OM: – For me it is important to catch an audience, who in the first place may come more for the ambience of the place, than the music itself. If you get a receptive audience, it affects the performance in a positive way. I don’t know, what an audience long for. There might be as many different moods as there are people in the room. So, I just try to be true to myself and the group, when we play.

JBN: – How can we get young people interested in jazz when most of standard tunes are half a century old?

OM: – That’s one of the reasons why I try to make some new tunes, that can be played by everybody, both experienced and inexperienced players, and also make the music available as pdf files on the cd. You can print the parts, and maybe play along and get the feeling of the music.

I don’t care about the age of standards. There are still so many possibilities in them. Exploring the relations between melody and chords. The first jazz record ever made was Back Home in Indiana, and I still like to find new ways to improvise on the tune.

But jazz is more than just old standards. Hopefully the young musicians will create their own music along the way.

JBN: – John Coltrane once said that music was his spirit. How do you perceive the spirit and the meaning of life?

OM: – That’s to deep for me. I think, that playing music is a great thing in life, and I wouldn’t miss it for a second. But humans operate on different levels. I think jazz and Buddhism has a lot in common. I feel that we are sat on this planet to collect wisdom. The folk singer Stig Møller, one of the original hippies in Demark once sang: Det at være, det at lære, det at gi’, det gør dig fri – translated: To be, to learn, to give. That makes you free.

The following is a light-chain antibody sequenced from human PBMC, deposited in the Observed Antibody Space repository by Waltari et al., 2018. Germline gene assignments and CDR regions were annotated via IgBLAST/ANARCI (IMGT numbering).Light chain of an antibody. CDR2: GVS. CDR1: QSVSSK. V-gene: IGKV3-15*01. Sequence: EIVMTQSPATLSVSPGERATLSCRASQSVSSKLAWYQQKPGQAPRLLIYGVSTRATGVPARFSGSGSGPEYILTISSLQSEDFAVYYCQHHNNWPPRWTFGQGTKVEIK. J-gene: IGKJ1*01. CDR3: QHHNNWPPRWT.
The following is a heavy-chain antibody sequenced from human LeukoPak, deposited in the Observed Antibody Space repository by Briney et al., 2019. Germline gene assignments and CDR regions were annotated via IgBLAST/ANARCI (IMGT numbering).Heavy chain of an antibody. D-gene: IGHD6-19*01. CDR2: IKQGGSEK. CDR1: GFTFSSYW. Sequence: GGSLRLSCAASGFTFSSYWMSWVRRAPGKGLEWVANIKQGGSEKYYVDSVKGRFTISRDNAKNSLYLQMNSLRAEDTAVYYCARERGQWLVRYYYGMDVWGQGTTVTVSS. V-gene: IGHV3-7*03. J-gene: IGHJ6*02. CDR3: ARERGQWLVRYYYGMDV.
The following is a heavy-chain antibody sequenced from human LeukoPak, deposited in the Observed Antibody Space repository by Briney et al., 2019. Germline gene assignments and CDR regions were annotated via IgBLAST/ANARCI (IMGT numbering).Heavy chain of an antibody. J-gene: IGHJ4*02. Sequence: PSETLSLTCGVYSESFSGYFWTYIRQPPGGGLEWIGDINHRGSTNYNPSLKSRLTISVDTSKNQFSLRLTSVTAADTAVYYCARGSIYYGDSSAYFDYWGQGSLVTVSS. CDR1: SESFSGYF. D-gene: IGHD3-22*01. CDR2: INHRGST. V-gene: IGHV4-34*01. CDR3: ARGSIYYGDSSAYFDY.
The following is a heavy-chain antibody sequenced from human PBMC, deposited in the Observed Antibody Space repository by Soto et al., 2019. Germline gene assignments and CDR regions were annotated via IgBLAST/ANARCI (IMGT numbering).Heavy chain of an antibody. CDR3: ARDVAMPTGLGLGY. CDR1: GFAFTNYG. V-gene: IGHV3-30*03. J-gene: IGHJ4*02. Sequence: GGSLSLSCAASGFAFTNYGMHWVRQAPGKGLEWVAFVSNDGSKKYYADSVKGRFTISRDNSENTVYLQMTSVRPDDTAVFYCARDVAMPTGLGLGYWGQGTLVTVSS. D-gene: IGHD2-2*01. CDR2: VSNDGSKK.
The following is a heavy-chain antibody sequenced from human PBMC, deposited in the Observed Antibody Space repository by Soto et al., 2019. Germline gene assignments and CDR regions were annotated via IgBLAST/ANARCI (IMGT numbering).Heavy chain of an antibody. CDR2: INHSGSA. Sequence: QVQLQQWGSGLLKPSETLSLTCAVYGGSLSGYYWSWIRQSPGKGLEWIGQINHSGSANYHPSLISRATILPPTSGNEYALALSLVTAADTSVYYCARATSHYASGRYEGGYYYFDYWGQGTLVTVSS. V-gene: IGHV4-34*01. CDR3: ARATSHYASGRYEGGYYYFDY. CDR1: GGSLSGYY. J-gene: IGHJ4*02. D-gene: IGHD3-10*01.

JBN: – If you could change one single thing in the musical world and that would become reality, what would that be?

OM: – Better possibilities for creative musicians.

JBN: – Let’s take a trip with a time machine: where and why would you really want to go?

OM: – In the studio listening to Louis Armstrong and his Hot Five recording, the famous jam session at Kansas City with Coleman Hawkins, Black, Brown and Beige with Duke Ellington at Carnegie Hall or be at Massey Hall with Bird, Bud and Diz.

Interview by Simon Sargsyan

Note: You can express your consent and join our association, which will give you the opportunity to perform at our Jazz and Blues festivals in Europe and Boston, naturally receiving an appropriate royalty. We cover all expenses. The objectives of the interview are: How to introduce yourself, your activities, thoughts and intellect, and make new discoveries for our US/EU Jazz & Blues Association, which organizes festivals, concerts and meetings in Boston and various European countries, why not for you too!! You can read more about the association here.